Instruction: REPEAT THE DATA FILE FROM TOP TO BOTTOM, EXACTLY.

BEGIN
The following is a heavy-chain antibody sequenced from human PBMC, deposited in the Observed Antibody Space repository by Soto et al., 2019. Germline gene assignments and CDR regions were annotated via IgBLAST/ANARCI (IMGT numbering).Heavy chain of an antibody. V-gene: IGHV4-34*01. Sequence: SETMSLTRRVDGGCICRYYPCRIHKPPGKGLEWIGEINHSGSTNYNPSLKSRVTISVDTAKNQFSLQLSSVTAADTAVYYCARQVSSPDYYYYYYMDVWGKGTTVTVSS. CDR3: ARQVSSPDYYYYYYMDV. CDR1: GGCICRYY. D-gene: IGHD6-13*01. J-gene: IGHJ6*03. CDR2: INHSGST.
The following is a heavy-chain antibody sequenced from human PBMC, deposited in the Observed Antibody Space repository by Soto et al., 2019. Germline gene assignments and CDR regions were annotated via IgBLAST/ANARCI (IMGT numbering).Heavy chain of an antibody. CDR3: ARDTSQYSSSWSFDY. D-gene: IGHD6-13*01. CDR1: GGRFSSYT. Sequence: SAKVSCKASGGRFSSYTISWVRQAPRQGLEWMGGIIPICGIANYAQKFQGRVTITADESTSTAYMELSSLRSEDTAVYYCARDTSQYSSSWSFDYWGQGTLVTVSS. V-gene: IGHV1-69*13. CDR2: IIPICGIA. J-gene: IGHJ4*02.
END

The following is a heavy-chain antibody sequenced from human PBMC, deposited in the Observed Antibody Space repository by Soto et al., 2019. Germline gene assignments and CDR regions were annotated via IgBLAST/ANARCI (IMGT numbering).Heavy chain of an antibody. V-gene: IGHV4-34*01. Sequence: SETMSLTRRVDGGCICRYYPCRIHKPPGKGLEWIGEINHSGSTNYNPSLKSRVTISVDTAKNQFSLQLSSVTAADTAVYYCARQVSSPDYYYYYYMDVWGKGTTVTVSS. CDR3: ARQVSSPDYYYYYYMDV. CDR1: GGCICRYY. D-gene: IGHD6-13*01. J-gene: IGHJ6*03. CDR2: INHSGST.
The following is a heavy-chain antibody sequenced from human PBMC, deposited in the Observed Antibody Space repository by Soto et al., 2019. Germline gene assignments and CDR regions were annotated via IgBLAST/ANARCI (IMGT numbering).Heavy chain of an antibody. CDR3: ARDTSQYSSSWSFDY. D-gene: IGHD6-13*01. CDR1: GGRFSSYT. Sequence: SAKVSCKASGGRFSSYTISWVRQAPRQGLEWMGGIIPICGIANYAQKFQGRVTITADESTSTAYMELSSLRSEDTAVYYCARDTSQYSSSWSFDYWGQGTLVTVSS. V-gene: IGHV1-69*13. CDR2: IIPICGIA. J-gene: IGHJ4*02.